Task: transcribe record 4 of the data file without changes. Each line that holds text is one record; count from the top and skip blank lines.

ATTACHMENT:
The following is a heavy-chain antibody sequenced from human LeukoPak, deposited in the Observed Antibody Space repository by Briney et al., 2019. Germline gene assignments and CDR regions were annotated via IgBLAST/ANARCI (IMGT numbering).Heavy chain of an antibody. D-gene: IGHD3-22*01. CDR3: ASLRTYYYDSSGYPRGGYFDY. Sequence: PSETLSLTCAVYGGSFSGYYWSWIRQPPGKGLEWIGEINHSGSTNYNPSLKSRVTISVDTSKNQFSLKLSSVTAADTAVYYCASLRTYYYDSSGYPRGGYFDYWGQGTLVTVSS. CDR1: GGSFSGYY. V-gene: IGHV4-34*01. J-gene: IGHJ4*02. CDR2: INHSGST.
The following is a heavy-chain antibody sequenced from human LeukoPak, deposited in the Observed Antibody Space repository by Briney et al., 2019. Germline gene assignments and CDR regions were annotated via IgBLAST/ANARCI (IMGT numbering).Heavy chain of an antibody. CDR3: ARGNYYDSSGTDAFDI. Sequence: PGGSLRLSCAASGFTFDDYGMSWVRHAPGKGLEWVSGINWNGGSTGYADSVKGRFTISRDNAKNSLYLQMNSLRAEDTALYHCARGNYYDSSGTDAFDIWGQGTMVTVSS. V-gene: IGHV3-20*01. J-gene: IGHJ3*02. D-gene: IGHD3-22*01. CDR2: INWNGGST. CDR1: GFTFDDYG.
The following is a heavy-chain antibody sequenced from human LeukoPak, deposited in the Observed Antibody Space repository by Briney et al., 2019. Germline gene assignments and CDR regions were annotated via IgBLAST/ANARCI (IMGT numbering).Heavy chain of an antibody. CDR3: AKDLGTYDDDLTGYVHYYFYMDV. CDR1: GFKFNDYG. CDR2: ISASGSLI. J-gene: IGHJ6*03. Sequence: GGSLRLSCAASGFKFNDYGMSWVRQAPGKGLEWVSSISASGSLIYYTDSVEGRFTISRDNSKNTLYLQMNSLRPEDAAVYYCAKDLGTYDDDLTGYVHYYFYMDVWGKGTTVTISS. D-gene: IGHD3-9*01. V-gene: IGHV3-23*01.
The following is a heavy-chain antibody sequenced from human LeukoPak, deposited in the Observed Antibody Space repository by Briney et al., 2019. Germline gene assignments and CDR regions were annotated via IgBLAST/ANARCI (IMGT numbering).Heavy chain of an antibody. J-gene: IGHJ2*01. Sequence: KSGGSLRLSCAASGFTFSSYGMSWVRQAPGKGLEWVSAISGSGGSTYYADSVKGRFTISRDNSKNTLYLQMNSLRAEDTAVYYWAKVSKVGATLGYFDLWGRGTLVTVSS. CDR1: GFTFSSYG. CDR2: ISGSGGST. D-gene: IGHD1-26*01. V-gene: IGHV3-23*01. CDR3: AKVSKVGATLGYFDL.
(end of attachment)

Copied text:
The following is a heavy-chain antibody sequenced from human LeukoPak, deposited in the Observed Antibody Space repository by Briney et al., 2019. Germline gene assignments and CDR regions were annotated via IgBLAST/ANARCI (IMGT numbering).Heavy chain of an antibody. J-gene: IGHJ2*01. Sequence: KSGGSLRLSCAASGFTFSSYGMSWVRQAPGKGLEWVSAISGSGGSTYYADSVKGRFTISRDNSKNTLYLQMNSLRAEDTAVYYWAKVSKVGATLGYFDLWGRGTLVTVSS. CDR1: GFTFSSYG. CDR2: ISGSGGST. D-gene: IGHD1-26*01. V-gene: IGHV3-23*01. CDR3: AKVSKVGATLGYFDL.